At the end of chapter four, my opinion of Lowenstein is that she is at once condescending, patronizing and stupid. I'm already falling in love with her. Sure.
And don't get me started on the story. At first you think it's all about some dreadful family secret (it is, sort of, maybe) and I for one love this stuff. Think Eugene O'Neill or Tennessee Williams. Nearly every play Williams wrote had a big reveal of some awful secret that finally made sense of everything. Hey, so I'm ready. I'm in the mood.
And there are hints, lots of hints that neither the narrator nor Savanna knows the WHOLE truth. I keep turning the pages in anticipation, my heart in my throat, my breath bated.
And all the stories of Savanna's delusional gibberish are told. And a few more for good measure. The commonplace misfortunes, the deplorable, the fantastic, the beyond fantasy, and the beyond the beyond. Soon the story becomes self parody. And it goes on and on and on. But I'm still amused by the prose, so I'm still reading.
After six hundred pages I start to skim a little bit because I'm near the end and I want Conroy to wrap this baby up. And he does...like a Christmas turkey, lambent and succulent.
But it turns out there are no secrets. Our narrator knew everything all along without so much as a 'Hey, I almost forgot that'. And, entirely as an afterthought, Savanna gets better. But in fairness, the story was never really about Savanna; it was about our narrator all along and his journey from 'screwed up' to 'somewhere else'.
Okay, I'm done being a smart ass. To be fair, Conroy has decent characterization, a wonderful writing voice, and a great sense of place (worth reading for that alone).
Don't worry too much about the story, just enjoy the ride. I did.
This is the first Manchette I've read. He reminds me of David Goodis and Jim Thompson.
Noir is as much a literature of convention (cliche) as is the RoThis is the first Manchette I've read. He reminds me of David Goodis and Jim Thompson.
Noir is as much a literature of convention (cliche) as is the Romance novel. The tough as nails protagonist, the femme fatale, the treacherous bad guys. But a good writer can string these things together in very creative ways, do a little work on character (backstory) and voila! Jim Thompsons magic noir "The Grifters" or Goodis's "Shoot the Piano Player".
Manchette knows his oats. Terrier is tough as nails (and then some), Anne is no good, Cox is treacherous and Manchette gives Terrier a backstory. The prose is spare, unemotional and descriptive.
I liked The Prone Gunman, but there was just a twinge of disappointment. Goodis and Thompson helped create the genre. In "The Prone Gunman" Manchette does nothing to enlarge it. ...more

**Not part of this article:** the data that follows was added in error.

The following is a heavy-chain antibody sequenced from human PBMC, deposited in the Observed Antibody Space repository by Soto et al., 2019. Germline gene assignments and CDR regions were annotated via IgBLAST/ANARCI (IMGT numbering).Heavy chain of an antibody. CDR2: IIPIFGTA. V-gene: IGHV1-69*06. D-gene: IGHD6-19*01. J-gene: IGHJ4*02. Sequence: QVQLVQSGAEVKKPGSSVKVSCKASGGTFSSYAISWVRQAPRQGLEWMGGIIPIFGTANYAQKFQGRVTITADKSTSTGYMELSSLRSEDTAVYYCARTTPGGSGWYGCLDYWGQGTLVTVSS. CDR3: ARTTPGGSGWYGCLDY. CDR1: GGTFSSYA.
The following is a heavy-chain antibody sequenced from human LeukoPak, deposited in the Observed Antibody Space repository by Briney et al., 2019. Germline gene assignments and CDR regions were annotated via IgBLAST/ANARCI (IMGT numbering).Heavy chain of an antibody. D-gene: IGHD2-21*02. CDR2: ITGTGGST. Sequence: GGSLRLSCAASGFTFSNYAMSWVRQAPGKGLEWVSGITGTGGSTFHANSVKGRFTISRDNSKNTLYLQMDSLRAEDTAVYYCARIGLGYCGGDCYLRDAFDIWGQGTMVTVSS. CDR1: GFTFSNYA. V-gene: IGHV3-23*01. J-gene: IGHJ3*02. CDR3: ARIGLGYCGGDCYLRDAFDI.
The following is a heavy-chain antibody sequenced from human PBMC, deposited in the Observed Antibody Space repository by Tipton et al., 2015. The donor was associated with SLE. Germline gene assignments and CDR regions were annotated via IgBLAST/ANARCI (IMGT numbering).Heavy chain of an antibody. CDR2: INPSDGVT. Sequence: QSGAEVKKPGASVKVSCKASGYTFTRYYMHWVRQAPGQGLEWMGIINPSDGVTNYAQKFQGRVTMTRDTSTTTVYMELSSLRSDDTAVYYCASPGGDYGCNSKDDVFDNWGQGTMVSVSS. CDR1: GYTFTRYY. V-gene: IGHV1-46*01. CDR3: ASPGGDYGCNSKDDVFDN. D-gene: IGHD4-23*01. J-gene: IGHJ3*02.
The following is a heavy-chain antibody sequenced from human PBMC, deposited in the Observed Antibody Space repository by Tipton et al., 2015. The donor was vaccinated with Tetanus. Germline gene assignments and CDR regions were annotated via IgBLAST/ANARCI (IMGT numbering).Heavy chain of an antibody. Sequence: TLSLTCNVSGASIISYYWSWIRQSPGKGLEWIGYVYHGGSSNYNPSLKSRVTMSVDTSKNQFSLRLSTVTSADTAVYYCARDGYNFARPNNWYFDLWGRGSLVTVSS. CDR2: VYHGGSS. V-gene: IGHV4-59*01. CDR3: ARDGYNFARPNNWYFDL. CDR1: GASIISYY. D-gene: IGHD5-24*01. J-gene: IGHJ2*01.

Ham on Rye is a volume of the fictional autobiography of Henry Chinaski, Bukowski's alter ego. It covers the years between his birth in 1920 until PeaHam on Rye is a volume of the fictional autobiography of Henry Chinaski, Bukowski's alter ego. It covers the years between his birth in 1920 until Pearl Harbor. My paperback version had 283 pages and 58 chapters (about 85,000 words). A little less than five pages per chapter. Each chapter is a short story (a little under 1500 words each). The stories are related and in chronological order.
First and foremost, Bukowski writes flawless prose (Hemingway-esque, straight forward, short sentences). He tries to make each story interesting. I call them stories, but they are reminiscences (as appropriate to autobiography) in which the narrator explains what happened, how it made him feel, and what he did in response. It is difficult to believe that he could pull this off 58 times in a row, but he does, mostly.
I am prompted to a short digression here. At some point, during our younger days, the short story died. Raymond Carver and others are credited with reviving it in the 1980's. Raymond Carver wrote good prose. I read 300 pages of Carver and found little to quibble with. I also found little of interest. His stories, by and large, were slices of life; they started off someplace and ended up somewhere else. They were subtle. They were too subtle. If the short story was indeed revived, it was only in the desiccated brains and crusted hearts of academics.
Bukowski expended the imagination and effort to make his stories interesting. He eschews subtlety while still, somehow, retaining it. He embraces adolescent fantasy (well, it does cover Chinaski's adolescent years, so he gets a by here). Young Chinaski is boorish, violent, ignorant, unsophisticated, ugly and repellant. Bukowski has Chinaski make the case for him (Chinaski) as best he can. He lies, rationalizes and excuses - but after all, these are the standard tools of autobiography. He succeeded in making the essentially uninteresting interesting. Carver et. al. could have learned something there....more